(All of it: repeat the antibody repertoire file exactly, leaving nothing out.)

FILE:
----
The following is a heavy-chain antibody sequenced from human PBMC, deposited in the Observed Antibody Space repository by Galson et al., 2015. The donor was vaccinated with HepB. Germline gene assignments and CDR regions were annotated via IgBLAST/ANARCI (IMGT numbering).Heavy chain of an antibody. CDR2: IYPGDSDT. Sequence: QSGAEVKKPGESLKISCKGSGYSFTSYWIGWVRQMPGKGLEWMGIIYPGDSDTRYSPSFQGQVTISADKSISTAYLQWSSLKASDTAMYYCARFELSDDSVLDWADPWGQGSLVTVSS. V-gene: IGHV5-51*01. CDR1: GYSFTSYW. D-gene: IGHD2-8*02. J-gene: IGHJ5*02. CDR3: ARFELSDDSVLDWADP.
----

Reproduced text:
The following is a heavy-chain antibody sequenced from human PBMC, deposited in the Observed Antibody Space repository by Galson et al., 2015. The donor was vaccinated with HepB. Germline gene assignments and CDR regions were annotated via IgBLAST/ANARCI (IMGT numbering).Heavy chain of an antibody. CDR2: IYPGDSDT. Sequence: QSGAEVKKPGESLKISCKGSGYSFTSYWIGWVRQMPGKGLEWMGIIYPGDSDTRYSPSFQGQVTISADKSISTAYLQWSSLKASDTAMYYCARFELSDDSVLDWADPWGQGSLVTVSS. V-gene: IGHV5-51*01. CDR1: GYSFTSYW. D-gene: IGHD2-8*02. J-gene: IGHJ5*02. CDR3: ARFELSDDSVLDWADP.